Monday, February 18, 2013

Christopher Dawson and the History We Are Not Told

by Jeffrey Hart

The first impression one has upon opening a book by Christopher Dawson is of what can be called the romance of learning, a romance experienced as an independent aesthetic category apart from the substance of that learning. We experience here the aesthetic appeal of sheer erudition, the sort of excitement that pervades Montaigne’s Essays, Burton’s Anatomy of Melancholy, Browne’s Religio Medici, and many passages in Paradise Lost. It is the special aesthetic appeal of Old Books, an appeal that Walter Pater and T. S. Eliot knew well how to exploit.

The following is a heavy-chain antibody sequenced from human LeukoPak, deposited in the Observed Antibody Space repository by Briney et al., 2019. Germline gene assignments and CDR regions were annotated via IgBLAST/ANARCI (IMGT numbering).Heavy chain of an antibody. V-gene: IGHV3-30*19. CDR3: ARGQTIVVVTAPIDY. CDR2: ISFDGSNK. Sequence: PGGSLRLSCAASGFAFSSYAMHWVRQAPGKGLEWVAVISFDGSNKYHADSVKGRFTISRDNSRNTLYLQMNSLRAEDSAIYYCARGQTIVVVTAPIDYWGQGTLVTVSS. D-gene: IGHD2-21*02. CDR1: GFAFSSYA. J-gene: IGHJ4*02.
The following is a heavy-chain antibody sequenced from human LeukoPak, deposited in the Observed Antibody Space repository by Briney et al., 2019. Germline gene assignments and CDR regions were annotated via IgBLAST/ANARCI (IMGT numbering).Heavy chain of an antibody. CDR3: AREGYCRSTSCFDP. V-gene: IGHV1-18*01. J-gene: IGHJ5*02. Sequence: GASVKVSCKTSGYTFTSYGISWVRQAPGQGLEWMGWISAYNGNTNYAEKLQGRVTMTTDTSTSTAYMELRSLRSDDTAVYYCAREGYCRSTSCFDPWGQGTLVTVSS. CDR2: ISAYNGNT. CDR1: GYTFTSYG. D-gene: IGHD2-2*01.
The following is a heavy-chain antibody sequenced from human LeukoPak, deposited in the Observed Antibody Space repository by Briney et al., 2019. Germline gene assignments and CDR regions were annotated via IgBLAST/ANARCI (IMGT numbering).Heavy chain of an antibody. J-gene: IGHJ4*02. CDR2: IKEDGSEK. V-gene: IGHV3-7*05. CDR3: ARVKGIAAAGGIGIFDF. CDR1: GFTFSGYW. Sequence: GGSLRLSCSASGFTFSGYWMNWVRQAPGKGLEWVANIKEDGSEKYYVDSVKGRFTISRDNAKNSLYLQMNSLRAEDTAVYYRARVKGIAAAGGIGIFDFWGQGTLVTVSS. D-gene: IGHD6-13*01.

Dawson did not publish until he was forty, but from early youth, he was a man of books-thousands of volumes of them in various languages. You encounter in Dawson names you have never heard of, connections and comparisons  you have never seen before, scholarly vistas unthought of suddenly opening before you. His erudition, however, works in the service of a large central project: recovering the continuities of Western culture and reshaping in a dramatic way our sense of the history of Western civilization.